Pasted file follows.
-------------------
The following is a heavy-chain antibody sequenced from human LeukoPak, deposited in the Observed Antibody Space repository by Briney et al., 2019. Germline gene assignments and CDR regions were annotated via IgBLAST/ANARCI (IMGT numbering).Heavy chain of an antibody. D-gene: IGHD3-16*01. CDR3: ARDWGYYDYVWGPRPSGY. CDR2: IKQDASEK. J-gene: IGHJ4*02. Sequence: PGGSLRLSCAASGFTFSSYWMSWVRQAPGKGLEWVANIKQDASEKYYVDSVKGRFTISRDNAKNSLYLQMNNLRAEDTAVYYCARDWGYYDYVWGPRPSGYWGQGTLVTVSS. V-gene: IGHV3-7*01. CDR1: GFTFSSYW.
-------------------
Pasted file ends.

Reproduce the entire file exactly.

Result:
The following is a heavy-chain antibody sequenced from human LeukoPak, deposited in the Observed Antibody Space repository by Briney et al., 2019. Germline gene assignments and CDR regions were annotated via IgBLAST/ANARCI (IMGT numbering).Heavy chain of an antibody. D-gene: IGHD3-16*01. CDR3: ARDWGYYDYVWGPRPSGY. CDR2: IKQDASEK. J-gene: IGHJ4*02. Sequence: PGGSLRLSCAASGFTFSSYWMSWVRQAPGKGLEWVANIKQDASEKYYVDSVKGRFTISRDNAKNSLYLQMNNLRAEDTAVYYCARDWGYYDYVWGPRPSGYWGQGTLVTVSS. V-gene: IGHV3-7*01. CDR1: GFTFSSYW.